In September 2013, I started transitioning to natural hair. At the time, I had no idea what transitioning from relaxed to natural hair encompassed. I just knew I no longer wanted to chemically alter my natural hair, but also didn’t want to big chop my hair and have a TWA (teeny weeny fro). I transitioned for two years, having finally let my relaxed ends go in September 2015.
Tips on Transitioning to Natural Hair
Now that I’m natural, I realize that transitioning was probably the best choice I made for my hair. There was a lot of trial and error (just read my traveling with transitioning hair post). However, I learned so much about my hair and how I should be taking care of it. Some of the things I implemented in my transitioning routine, I’ve carried on with me through my natural hair journey.
When transitioning, it can be tough to detangle your hair when your stands are already sensitive and prone to tangling due to the two different hair textures. Especially at the line of demarcation (where your relaxed hair meets your natural hair). I started pre-pooing as soon as I started transitioning and used a creamy conditioner to help soften my hair and make detangling easier. For insight on pre-pooing, check out this blog post.
2. Work in Sections
Four months into my transitioning journey, I started realizing how complicated it’d be to manage my hair. The mix of new growth and relaxed ends just didn’t mesh and made it hard to detangle and work with throughout wash day. By sectioning my hair, it helped reduce the amount of breakage and shedding I endured. It may be time consuming to work in sections, but it can be helpful in your wash day process when transitioning – and even if you’re natural.
3. Deep Condition
The struggle of keeping your hair moisturized and strong when transitioning is real, especially the new growth. This is why deep conditioning is crucial. I did a moisturizing deep conditioning treatment once a week. And I did a deep conditioner treatment that contained proteins once a month to help strengthen my hair.
4. Have Go-To Transitioning Styles
Styling is probably the biggest thing transitioners stress about. Or at least I did. When transitioning, you don’t want to constantly manipulate your hair, as it’ll make it more prone to breakage. But at the same time, it’s hard to find styles that work in blending your new growth and relaxed ends. Trust me, finding hairstyles that work to blend the two textures becomes more complexed throughout your journey. These were my go-to hairstyles when transitioning that required low manipulation:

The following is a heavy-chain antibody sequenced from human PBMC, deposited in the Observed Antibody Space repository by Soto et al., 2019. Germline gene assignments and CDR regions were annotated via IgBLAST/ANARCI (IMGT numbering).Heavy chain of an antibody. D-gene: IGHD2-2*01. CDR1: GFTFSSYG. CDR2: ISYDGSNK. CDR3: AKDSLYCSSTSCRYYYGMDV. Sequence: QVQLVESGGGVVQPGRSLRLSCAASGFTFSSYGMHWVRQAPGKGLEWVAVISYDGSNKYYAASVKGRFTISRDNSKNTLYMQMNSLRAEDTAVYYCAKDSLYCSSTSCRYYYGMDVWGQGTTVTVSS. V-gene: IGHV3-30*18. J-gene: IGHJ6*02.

- Tension blow-drying method: I did this more often when my hair was predominately natural (around year two). There’s tons of videos on how to do the tension blow-drying method – I learned about it from JourneyToWaistLength. This method helped me blend both hair textures – especially when I did a set style (e.g. twist-out, braid-out, perm rod, etc.).
- Twist-out: This was my go-to style when transitioning, I did this throughout my entire journey. For some reason braid-out’s weren’t working for my transitioning hair, but twist-outs were. So I did twist-outs almost every week – even if I didn’t use the tension blow drying method.
- Buns: When all else failed, I always had a hair tie to put my hair in a bun in case it didn’t want to act right. Trust me, there’ll be days where your hair doesn’t work with you, and the two textures are noticeable.
5. Be Patient & Open to Change
Because your hair is so sensitive and fragile when transitioning, you’ll have to be patient or run the risk of breakage. In the long run, it’s helpful to practice patience to prepare you for your natural hair, because you’ll be more attentive and delicate with your hair.
It’s also important to be open to change when transitioning. Some of the styles and products that worked in the beginning of your journey may no longer work at a later stage. You’ll have to be open-minded and willing to test different products and styles to see what works in that phase of your journey. This is also true with natural hair.
6. Trim Your Hair
The point in transitioning is to gradually cut away the relaxed ends, until you achieve your desired length go start your natural hair journey. So you’ll need to get frequent trims; I got my hair trimmed every three months (or 4x a year) by a trusted stylist.
7. Minimize Heat
It’d be wise to minimize the heat you put on your hair when transitioning. For some, constantly applying heat is probably why you’re transitioning in the first place (some people transition from heat damage and not from relaxers). So air dry your hair, use protective styles and learn how to blend your two textures until the damaged ends are gone.
8. Don’t Guess Your Curl Pattern
It can be exciting trying to figure out your natural curl pattern when transitioning. But you shouldn’t don’t that to yourself! Seriously, don’t. Since your relaxed ends are weighing down your natural hair, you won’t be able to tell what your natural curl pattern is until all the relaxed ends are gone. Imagine buying products based on presumptions on your natural curl pattern, only for your hair to respond negatively to the product. That would be a waste of money
9. Practice & More Practice
I believe transitioning was the best idea for me because I was able to prepare myself for my natural hair. Some of the styles, products, and steps I followed during my transitioning journey really helped set me up for my natural hair journey. I felt more knowledgeable in maintaining healthy hair, which helped me feel confident that I could manage my natural hair.
Are you transitioning, or have you transitioned, to natural hair? What has helped you when transitioning?